Just when you thought you were out of the woods with baby sleep, then BAM another sneaky little regression creeps in without warning. Before you know it you’re back to assisting your little one to sleep or back to frequent night wakes. The struggle. is. real. The first two years of your baby’s life will see plenty of these frustrating regressions. But let me tell you, if you are prepared for it and understand what is going on, are on top of sleep hygiene and are in a good routine, you can be equipped to better support your baby/toddler through these regressions.
What is a sleep regression?
I call them “regressions” mainly because that is what most people refer to them as. But if you have been following me on instagram you will know that I prefer the term “progression”. This is because your little one is actually progressing. Their brain is developing at an insane rate, they’re growing physically all the time and are learning new skills every few months, thus, progressing. And it’s this progression of the brain and body that results in these “regressions’ in sleep.
Why does it impact sleep?
These developmental leaps can disrupt sleep for a few reasons:
- Because there is so much going on neurologically, your baby might struggle to wind down and “switch off” enough to settle easily to sleep.
- Separation anxiety often peaks around these developmental periods and so they may have a hard time being separated from you at nap and bedtimes.
- In order to master these skills, your little one might want to practice overnight or in the early morning.
- Once your little one has got the hang of this new skill, they may be so impressed with themselves that doing these things instead of sleeping is far more exciting.
- They might be too distracted to feed during the day and so will pick up an extra feed overnight to make up for this.
How do these developmental periods impact sleep?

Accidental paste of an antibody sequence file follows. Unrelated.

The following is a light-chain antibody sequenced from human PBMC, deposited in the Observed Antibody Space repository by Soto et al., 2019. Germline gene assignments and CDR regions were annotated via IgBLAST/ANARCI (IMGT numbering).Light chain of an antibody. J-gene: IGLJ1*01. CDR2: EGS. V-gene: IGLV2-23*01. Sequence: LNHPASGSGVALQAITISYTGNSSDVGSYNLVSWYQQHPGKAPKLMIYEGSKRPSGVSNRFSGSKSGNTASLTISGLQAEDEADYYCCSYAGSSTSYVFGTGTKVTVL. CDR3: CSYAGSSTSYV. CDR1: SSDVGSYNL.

Regression related sleep disruption, often shows up as the following:
- Resisting or refusing naps
- Taking a much longer time to settle for naps and bedtime
- Waking more overnight and staying awake for long periods
- Waking up early to start the day
The above points can also be related to a change in sleep needs. So it is always good to first rule out too much day sleep. Too much day sleep can cause all of the above points. Make sure you’re on track with day sleep totals by checking out my FREE 3-12 Month Schedules and 1-3 Year Old Schedules.
What are the common sleep regression ages?
It can sometimes feel as if there is a sleep regression every month. If it’s not teething or illness it’s a regression right?! It is also important to bear in mind that your little one can’t read a calendar and won’t necessarily adhere to these “prescribed” regression ages. With that being said, here are the most common regression ages:
- 8 Week Progression – this is linked to maternal melatonin running out and your little one needing total darkness to settle and sleep well. It’s a small one and often goes unnoticed.
- 4 Month Progression – this is when your little one’s sleep matures from newborn sleep cycles to more adult like sleep cycles often resulting in more fragmented night sleep and catnapping.